To live here, you have to fight : how women led Appalachian movements for social justice (Book, 2019) [WorldCat.org]
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To live here, you have to fight : how women led Appalachian movements for social justice

Author: Jessica Wilkerson
Publisher: Urbana, IL ; Chicago ; Springfield : University of Illinois Press, [2019] ©2019
Series: The working class in American history
Edition/Format:   Print book : EnglishView all editions and formats
Summary:
"When Lyndon B. Johnson declared a War on Poverty in 1964, the coalfields of the Appalachian South was one of the frontlines: unemployment was high, development had been hampered by the single-industry economy, and natural and man-made disasters were common. Neither Johnson nor his policy officials could have anticipated that local women and their outsider allies would become key figures in addressing these issues,  Read more...
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Document Type: Book
All Authors / Contributors: Jessica Wilkerson
ISBN: 9780252042188 0252042182 9780252083907 0252083903
OCLC Number: 1090779790
Description: xii, 255 Seiten : Illustrationen, Porträts
Series Title: The working class in American history
Responsibility: Jessica Wilkerson.

Abstract:

"When Lyndon B. Johnson declared a War on Poverty in 1964, the coalfields of the Appalachian South was one of the frontlines: unemployment was high, development had been hampered by the single-industry economy, and natural and man-made disasters were common. Neither Johnson nor his policy officials could have anticipated that local women and their outsider allies would become key figures in addressing these issues, shaping local antipoverty programs to their needs. Informed by labor struggles of the past as well as contemporary social justice struggles, working-class women expanded the vision and reach of antipoverty programs as their activism continued into the 1970s and 1980s. They led a regional welfare rights movement that organized women's health groups, protested the harsh environmental and labor policies of the coal industry, joined union picket lines, started community health clinics, and fought for access to jobs previously closed to women. Wilkerson examines the intersections of gender, race, class, social movements, and public policy in the Appalachian South. While policy makers in the 1960s and since framed welfare policy as a state of dependency, working-class women exposed the gendered gaps in that debate by arguing that their work as caregivers was valuable labor. These women joined a broad coalition of black women, civil rights activists, disabled men, and antipoverty workers, revealing how mainstream these debates had become by the early 1970s. A study of women's lives, work, and activism in the coalfields allows for a close examination of how class and gender intersect in capitalist society, spotlighting in particular the unpaid caregiving and reproductive labor that is necessary to sustain life yet is devalued ... or ignored" ...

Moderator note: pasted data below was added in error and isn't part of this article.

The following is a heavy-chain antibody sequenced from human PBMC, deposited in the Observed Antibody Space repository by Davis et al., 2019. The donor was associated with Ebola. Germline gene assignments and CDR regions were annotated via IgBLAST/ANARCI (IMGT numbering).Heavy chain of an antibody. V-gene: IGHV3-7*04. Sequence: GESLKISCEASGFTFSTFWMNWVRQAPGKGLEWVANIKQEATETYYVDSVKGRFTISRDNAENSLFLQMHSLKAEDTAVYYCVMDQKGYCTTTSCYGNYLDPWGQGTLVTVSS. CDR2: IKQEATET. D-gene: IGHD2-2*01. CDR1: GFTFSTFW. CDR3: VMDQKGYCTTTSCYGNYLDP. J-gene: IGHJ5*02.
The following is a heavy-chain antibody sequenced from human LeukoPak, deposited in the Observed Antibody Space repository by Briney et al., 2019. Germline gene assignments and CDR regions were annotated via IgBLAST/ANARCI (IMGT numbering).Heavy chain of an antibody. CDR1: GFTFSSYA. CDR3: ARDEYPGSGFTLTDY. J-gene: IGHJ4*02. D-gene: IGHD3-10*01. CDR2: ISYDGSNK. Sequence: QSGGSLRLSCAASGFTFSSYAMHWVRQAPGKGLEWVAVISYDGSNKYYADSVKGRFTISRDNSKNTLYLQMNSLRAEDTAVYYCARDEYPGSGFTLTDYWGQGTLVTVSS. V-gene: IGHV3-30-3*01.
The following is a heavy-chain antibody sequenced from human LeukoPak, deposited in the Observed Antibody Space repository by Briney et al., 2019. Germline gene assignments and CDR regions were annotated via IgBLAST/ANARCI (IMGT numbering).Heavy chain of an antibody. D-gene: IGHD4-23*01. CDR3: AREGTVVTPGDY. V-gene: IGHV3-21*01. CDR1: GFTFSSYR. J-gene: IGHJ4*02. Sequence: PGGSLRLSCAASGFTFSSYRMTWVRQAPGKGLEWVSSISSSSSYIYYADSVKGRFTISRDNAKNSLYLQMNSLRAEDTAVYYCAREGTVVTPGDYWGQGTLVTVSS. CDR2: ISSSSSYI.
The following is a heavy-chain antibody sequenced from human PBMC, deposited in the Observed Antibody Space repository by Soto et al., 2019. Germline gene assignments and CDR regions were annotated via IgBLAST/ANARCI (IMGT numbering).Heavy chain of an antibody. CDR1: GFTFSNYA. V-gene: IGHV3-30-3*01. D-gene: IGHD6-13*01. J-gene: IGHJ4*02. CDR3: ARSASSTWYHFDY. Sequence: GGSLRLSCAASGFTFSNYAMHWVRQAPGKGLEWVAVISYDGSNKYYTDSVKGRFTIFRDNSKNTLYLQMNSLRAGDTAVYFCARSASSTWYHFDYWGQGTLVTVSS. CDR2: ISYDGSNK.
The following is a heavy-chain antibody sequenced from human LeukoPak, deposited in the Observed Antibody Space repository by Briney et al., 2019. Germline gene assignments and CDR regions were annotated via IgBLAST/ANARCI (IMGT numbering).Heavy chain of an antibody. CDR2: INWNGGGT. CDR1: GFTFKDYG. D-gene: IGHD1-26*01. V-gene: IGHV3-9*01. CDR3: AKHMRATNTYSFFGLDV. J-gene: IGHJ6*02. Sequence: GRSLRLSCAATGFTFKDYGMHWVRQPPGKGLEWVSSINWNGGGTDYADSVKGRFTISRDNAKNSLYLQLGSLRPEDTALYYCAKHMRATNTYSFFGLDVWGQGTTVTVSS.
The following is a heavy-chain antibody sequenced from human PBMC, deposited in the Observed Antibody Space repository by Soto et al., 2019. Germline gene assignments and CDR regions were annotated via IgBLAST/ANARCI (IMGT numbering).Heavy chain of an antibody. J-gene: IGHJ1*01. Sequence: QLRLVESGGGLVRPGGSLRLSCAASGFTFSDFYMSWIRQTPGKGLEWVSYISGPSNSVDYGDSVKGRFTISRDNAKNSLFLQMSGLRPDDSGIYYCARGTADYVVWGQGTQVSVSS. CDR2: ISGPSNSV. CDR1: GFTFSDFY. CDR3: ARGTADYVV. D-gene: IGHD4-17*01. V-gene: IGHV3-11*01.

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Herbert G. Gutman Award, Labor and Working-Class History Association (LAWCHA), 2015 Finalist, OAH Mary Nickliss Prize in Women's or Gender History, 2020 Honorable Mention, Philip Taft Labor History Read more...

 
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